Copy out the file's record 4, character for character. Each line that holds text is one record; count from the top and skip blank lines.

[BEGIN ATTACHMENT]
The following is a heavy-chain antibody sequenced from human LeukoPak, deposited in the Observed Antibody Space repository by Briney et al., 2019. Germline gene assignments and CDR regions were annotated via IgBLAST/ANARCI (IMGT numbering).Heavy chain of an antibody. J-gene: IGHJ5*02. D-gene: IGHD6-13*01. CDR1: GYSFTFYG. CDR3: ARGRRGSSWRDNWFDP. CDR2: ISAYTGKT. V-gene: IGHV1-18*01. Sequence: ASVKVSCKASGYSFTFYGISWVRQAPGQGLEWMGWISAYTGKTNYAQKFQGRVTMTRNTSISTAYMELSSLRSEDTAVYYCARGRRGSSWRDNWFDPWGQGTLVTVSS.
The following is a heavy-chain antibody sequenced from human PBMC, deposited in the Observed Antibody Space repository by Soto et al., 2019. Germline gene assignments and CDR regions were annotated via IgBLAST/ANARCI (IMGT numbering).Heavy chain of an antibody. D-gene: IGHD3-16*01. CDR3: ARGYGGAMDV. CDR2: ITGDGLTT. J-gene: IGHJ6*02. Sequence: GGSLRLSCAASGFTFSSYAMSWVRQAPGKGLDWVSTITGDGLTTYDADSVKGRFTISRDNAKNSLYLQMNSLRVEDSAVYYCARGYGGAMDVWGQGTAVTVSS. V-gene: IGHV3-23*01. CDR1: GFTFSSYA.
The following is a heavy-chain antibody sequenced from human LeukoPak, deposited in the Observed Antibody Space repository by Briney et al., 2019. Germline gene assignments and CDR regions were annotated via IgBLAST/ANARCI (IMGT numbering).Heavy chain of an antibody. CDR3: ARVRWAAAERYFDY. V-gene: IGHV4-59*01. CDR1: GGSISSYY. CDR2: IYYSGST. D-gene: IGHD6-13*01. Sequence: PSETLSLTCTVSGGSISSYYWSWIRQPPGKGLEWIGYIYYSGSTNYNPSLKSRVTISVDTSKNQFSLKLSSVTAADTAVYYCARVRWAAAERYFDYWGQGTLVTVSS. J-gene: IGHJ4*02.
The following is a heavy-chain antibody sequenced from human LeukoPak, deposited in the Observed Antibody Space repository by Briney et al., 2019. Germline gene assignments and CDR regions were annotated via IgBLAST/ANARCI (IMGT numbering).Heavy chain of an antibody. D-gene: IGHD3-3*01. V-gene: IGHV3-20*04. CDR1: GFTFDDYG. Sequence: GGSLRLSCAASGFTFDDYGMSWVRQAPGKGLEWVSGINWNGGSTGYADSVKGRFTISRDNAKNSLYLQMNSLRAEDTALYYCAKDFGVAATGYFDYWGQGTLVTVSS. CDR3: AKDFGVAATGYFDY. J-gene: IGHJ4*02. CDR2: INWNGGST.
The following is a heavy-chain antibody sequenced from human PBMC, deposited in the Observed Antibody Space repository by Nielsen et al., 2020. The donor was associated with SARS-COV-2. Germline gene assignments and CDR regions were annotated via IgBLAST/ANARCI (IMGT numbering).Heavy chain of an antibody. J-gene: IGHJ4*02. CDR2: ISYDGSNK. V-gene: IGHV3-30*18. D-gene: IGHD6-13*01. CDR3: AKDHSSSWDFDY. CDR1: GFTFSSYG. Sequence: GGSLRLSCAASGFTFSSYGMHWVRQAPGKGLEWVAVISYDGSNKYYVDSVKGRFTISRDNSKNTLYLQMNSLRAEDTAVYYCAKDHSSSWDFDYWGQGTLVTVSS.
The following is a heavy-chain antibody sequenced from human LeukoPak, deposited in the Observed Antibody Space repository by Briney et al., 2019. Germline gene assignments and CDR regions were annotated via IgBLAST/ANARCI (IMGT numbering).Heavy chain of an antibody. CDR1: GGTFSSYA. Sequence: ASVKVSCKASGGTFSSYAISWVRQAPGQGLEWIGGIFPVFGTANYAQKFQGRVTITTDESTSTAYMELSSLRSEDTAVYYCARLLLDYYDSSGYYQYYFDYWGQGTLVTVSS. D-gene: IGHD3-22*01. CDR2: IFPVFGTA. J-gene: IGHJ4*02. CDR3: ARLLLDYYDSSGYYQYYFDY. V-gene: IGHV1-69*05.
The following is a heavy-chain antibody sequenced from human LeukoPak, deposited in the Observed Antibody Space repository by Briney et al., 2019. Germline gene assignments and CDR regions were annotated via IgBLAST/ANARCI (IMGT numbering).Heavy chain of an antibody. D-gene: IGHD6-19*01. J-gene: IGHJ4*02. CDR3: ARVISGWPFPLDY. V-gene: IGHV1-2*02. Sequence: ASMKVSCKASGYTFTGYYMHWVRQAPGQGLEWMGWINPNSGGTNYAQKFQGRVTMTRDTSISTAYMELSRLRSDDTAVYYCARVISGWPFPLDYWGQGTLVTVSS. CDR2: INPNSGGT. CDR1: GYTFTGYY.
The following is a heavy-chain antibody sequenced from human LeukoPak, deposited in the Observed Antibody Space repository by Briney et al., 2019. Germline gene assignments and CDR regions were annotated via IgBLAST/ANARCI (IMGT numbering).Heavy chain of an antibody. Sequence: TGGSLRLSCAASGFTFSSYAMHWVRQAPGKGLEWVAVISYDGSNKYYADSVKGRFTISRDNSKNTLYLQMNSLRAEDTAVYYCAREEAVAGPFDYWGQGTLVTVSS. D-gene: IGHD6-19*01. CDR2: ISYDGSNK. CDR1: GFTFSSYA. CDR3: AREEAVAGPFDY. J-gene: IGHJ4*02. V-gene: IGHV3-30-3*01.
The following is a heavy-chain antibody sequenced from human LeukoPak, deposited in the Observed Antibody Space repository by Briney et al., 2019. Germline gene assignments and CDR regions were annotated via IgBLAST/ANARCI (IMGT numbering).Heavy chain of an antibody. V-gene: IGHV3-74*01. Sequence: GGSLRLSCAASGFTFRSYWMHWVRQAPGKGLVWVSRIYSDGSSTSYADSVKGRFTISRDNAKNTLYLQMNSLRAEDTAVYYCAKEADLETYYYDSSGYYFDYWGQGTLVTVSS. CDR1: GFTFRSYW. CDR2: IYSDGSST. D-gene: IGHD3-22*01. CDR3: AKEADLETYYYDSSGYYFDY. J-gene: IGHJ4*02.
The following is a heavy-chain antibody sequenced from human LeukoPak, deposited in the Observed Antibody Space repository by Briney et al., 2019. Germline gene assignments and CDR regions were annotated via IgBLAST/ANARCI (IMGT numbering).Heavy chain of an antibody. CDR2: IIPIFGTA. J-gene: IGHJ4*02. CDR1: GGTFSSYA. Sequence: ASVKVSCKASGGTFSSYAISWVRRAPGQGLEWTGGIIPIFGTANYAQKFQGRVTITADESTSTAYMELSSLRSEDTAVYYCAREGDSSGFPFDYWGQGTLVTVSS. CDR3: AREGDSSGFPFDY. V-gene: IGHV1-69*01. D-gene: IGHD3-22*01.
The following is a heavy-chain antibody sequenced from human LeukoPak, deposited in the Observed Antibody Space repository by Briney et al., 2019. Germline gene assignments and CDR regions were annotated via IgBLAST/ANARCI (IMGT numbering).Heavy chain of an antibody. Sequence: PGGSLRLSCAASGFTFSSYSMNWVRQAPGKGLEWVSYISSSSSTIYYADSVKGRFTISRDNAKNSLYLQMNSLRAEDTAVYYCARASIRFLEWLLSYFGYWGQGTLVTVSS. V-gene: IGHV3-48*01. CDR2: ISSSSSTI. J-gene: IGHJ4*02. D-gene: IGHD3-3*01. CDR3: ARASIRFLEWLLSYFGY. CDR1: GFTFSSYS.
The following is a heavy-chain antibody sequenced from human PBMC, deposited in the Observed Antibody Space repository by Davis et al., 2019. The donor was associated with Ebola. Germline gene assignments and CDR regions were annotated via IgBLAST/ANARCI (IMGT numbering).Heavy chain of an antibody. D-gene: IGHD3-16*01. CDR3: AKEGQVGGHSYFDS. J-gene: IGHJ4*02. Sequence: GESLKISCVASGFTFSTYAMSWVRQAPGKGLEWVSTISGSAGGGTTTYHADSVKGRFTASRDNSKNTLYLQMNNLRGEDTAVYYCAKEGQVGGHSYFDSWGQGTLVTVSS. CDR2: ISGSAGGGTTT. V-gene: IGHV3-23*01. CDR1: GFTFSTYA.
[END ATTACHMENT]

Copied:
The following is a heavy-chain antibody sequenced from human LeukoPak, deposited in the Observed Antibody Space repository by Briney et al., 2019. Germline gene assignments and CDR regions were annotated via IgBLAST/ANARCI (IMGT numbering).Heavy chain of an antibody. D-gene: IGHD3-3*01. V-gene: IGHV3-20*04. CDR1: GFTFDDYG. Sequence: GGSLRLSCAASGFTFDDYGMSWVRQAPGKGLEWVSGINWNGGSTGYADSVKGRFTISRDNAKNSLYLQMNSLRAEDTALYYCAKDFGVAATGYFDYWGQGTLVTVSS. CDR3: AKDFGVAATGYFDY. J-gene: IGHJ4*02. CDR2: INWNGGST.